meubles francais sur mesure

French furniture has been a mainstay of interior design for centuries. Meubles francais sur mesure are perfect for any room due to their elegance and style.

French classic furniture is characterized by feminine lines and cabriole leg designs. Add a touch of class to your furniture by adding carved or gilded details.

Furniture from France since the 18th Century

French furniture has been made for royalty and members the courts throughout history. This tradition has been carried on to the present day with many styles and patterns. Louis XV, Louis XVI and other styles are the most sought-after.

The early French furniture was a simple and utilitarian style. It was made to meet the needs of people at the time. This is why most of the furniture was made of oak. The wood was also heavy, making it difficult for thieves to steal.

meubles francais sur mesure

This period saw the emergence of Gothic architecture, which influenced many furniture pieces. The point arch, trefoil, and linen folding were some of the elements that were incorporated into the design.

Another important characteristic of this era was that furniture featured many carved designs. This era saw the use of walnut and oak by craftsmen, but ebony was also employed.

The craftsmen of this era also had the ability to create furniture that was very opulent, with decorative themes depicting cherubs and scrolls. The opulence of this style was in part due to the fact that the middle class began to grow in this time, which fueled the demand for these pieces.

This era was also the first time that new types of woods were introduced to furniture. It was the first use of ebonized timber, and it also introduced cast Iron, paper mache and ivory decorate.

These were not the only new finishes. These included brass, gold, and silver. These new finishes added a touch of elegance to the furniture.

Some of these pieces were so beautiful that they were adorned with intricate carvings. These pieces were very valuable and would have been a prized possession.

The Empire style of furniture is one that was very common during this time, and was often made of mahogany and rosewood. It was not uncommon to see furniture covered in heavy brocade.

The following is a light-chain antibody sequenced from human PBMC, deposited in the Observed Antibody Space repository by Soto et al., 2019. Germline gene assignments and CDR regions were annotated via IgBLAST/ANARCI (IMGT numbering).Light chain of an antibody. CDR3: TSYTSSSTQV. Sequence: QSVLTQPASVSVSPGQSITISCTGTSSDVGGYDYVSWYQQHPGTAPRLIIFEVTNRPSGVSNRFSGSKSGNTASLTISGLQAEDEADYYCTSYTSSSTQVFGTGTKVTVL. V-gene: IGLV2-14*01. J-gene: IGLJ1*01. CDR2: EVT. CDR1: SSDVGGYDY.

This style is elegant and dignified, but it wasn’t as extravagant as other styles. The pieces were also very large, and were a bit more symmetrical than other styles.

Fixed upholstery was also introduced during this time, which was a major innovation. Fixed upholstery allowed people the freedom to keep their furniture secure without worrying about it getting damaged or scratched.

Louis XIV

Louis XIV’s furniture was lavishly decorated with elaborate designs and lavishly gilded copper details. It also reflected growing French Baroque influence.

During Louis XIV, furniture makers were organized into guilds that regulated the work of artisans. This system led to higher standards of workmanship and allowed a greater variety of styles to be produced.

Louis XIV’s furniture had a distinctive characteristic: its extravagant decoration, which included gilded-bronze details such as suns and shells. It also included classical references, including acanthus leaves.

Ebony was the most popular type of marquetry. However, other colors and woods could be used to create intricate patterns. These were often engraved or painted and often featured trophies and picturesque scenes.

Louis XIV’s early commodes and chests were large and geometric with carved decorative elements like diamonds and other geometric shapes. At the end his reign, he introduced lighter-colored chests and new commodes. These were often carved in floral bouquets or other designs.